I mentioned earlier that the base is the wood core of Kozo. The process of making washi is as follows: cultivation of kozo (paper mulberry) → harvesting → stripping of outer bark → drying of stripped black bark → shaving off black bark = making only white bark → washing in water → boiling → dusting → tapping → stirring → papermaking → inspection.
If it is explained simply, it will be said that Washi is made from the white part of the Kozo bark = white bark. And, other than that, it is not used, but becomes fuel for firing a kiln, or becomes fertilizer for a field. There is no part that becomes garbage.
In order to use the white part of the Kozo bark, which is only a small amount of the total, a great deal of time and effort is required.
But I pasted the washi that the craftsmen had spent so much time and effort to make onto the wood core of the unused kozo.
In short, I went back to the "stripping of the skin" stage of the previous process. It's not like Doraemon's tool, the time furoshiki, but despite the dozens of steps involved, I've brought it back to a certain stage.
When I thought about this and actually made it, I honestly asked myself, "Does what I did make sense? Would I have been able to make the same thing if I had stripped the epidermis cleanly? I thought. In reality, though, it's not practical to remove the epidermis cleanly at the peeling stage, because it's too much work.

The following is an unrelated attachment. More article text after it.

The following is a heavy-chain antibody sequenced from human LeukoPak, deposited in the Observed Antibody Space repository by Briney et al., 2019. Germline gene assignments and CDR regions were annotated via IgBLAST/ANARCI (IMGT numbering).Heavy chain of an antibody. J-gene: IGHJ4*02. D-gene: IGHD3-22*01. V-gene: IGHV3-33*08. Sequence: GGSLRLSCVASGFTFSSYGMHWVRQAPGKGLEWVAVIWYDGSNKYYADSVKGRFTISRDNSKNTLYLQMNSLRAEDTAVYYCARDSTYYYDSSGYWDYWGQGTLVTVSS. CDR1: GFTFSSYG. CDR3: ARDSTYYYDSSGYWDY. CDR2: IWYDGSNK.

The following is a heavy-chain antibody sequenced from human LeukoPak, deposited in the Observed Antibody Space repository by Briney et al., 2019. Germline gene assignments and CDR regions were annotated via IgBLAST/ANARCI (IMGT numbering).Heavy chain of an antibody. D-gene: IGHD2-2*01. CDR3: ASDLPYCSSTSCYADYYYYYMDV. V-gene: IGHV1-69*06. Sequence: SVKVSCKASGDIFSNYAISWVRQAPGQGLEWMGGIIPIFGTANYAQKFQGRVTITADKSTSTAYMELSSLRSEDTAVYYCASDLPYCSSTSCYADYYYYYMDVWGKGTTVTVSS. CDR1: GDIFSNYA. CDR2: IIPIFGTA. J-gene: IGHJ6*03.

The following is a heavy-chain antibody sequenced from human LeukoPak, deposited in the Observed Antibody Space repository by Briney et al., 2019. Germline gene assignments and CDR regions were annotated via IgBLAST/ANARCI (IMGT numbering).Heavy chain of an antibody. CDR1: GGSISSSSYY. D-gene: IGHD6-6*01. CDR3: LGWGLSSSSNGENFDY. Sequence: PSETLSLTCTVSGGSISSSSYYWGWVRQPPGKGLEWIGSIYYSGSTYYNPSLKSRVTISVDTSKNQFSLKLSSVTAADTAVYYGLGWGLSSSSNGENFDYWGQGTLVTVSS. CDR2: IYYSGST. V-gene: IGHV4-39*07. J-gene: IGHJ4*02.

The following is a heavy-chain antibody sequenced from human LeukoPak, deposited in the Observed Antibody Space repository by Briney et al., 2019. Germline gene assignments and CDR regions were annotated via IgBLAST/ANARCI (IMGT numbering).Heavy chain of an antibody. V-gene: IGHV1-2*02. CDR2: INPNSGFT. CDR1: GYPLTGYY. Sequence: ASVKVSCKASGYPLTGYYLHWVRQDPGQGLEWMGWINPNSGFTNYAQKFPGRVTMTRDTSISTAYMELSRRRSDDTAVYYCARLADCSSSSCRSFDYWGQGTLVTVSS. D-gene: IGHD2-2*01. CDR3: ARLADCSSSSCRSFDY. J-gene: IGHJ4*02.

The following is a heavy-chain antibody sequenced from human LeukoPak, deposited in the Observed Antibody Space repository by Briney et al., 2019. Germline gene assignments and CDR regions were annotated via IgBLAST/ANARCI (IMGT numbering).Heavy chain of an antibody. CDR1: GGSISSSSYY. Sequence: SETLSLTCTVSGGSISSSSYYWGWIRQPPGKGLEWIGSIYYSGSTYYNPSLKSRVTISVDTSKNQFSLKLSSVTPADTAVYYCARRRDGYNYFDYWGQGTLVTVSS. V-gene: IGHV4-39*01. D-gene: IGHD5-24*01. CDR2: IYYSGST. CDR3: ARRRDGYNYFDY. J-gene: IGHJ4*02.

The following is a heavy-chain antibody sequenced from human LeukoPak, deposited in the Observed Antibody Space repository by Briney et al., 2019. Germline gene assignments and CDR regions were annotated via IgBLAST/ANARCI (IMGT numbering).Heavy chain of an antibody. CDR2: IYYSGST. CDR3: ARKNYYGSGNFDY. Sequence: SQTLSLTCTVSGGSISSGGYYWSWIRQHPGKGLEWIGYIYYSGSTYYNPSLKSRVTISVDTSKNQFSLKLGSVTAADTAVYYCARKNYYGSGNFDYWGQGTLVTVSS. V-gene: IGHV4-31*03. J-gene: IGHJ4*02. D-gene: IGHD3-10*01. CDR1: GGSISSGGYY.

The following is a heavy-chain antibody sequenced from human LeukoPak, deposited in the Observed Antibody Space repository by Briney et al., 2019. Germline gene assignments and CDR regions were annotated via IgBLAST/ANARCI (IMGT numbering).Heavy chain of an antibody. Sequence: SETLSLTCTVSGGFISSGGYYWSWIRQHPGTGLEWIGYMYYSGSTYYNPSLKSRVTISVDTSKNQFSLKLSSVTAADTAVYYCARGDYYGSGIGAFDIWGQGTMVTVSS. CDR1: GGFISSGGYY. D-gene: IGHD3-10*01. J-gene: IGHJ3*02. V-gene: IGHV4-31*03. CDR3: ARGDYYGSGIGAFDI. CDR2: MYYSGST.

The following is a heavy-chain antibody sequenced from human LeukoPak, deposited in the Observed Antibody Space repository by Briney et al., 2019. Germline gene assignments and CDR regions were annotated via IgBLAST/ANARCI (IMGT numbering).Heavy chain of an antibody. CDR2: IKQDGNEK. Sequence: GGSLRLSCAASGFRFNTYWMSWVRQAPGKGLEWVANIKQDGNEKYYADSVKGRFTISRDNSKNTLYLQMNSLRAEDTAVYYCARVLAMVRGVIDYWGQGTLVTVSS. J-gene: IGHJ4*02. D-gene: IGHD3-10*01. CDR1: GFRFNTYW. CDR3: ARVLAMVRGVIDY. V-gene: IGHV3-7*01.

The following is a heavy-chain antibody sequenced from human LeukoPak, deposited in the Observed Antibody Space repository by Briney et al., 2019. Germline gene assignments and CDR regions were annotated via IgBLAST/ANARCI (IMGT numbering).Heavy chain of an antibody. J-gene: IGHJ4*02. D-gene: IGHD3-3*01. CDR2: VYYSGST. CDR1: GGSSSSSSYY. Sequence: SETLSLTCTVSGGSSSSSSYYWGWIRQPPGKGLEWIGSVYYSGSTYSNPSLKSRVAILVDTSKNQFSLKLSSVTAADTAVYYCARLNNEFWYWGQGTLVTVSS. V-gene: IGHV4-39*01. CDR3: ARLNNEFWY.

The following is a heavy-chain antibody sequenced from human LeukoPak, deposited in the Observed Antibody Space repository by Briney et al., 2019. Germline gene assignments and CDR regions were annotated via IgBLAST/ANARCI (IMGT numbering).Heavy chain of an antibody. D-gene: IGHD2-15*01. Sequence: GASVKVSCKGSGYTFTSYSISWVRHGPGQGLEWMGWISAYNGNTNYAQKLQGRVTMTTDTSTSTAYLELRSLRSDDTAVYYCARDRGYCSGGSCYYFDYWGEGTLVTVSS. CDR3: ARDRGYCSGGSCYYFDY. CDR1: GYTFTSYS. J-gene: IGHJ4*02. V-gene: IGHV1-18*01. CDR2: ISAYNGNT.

Nevertheless, I was shocked or almost shocked to think, "Does what I did have any meaning? It was more like a shock to me.
What I'm trying to say is that in a society full of things and information, it's not easy to determine what you really need. How many things are there in the world, including things that I have created, that can really enrich people's hearts?
It has been about seven years since I started my own business, and I still feel the same sense of gratitude as I did when I made my first sale, that people care about and buy our washi accessories in a world filled with so many things.
I really feel that it is a miracle that people buy the products that I have created. Because when I buy something other than consumable goods, I am serious about it. If your heart is not excited, you won't be able to turn on the switch to want.
So, the story of the necklace was a good opportunity for me to stop, look back (self-discipline), and move forward again in order to look at the world and myself in a new light.
Now, I can say with confidence that my actions are meaningful. The reason is that it has given me a good opportunity and there are people who sympathize with me and buy my products. I believe that is the answer.
I would like to see a society that is not only rich in material things, but also rich in spirit.
Let's talk a little about the design aspect.
It would have been easy to connect the washi balls to the bar with metal fittings, but I didn't want the extra fittings to show, so I hollowed out the wooden core of the kozo by hand and threaded the wire through. This is a very simple and intricate way to eliminate waste in the design. The metal fittings are also made of titanium, so it is recommended for people with metal allergies.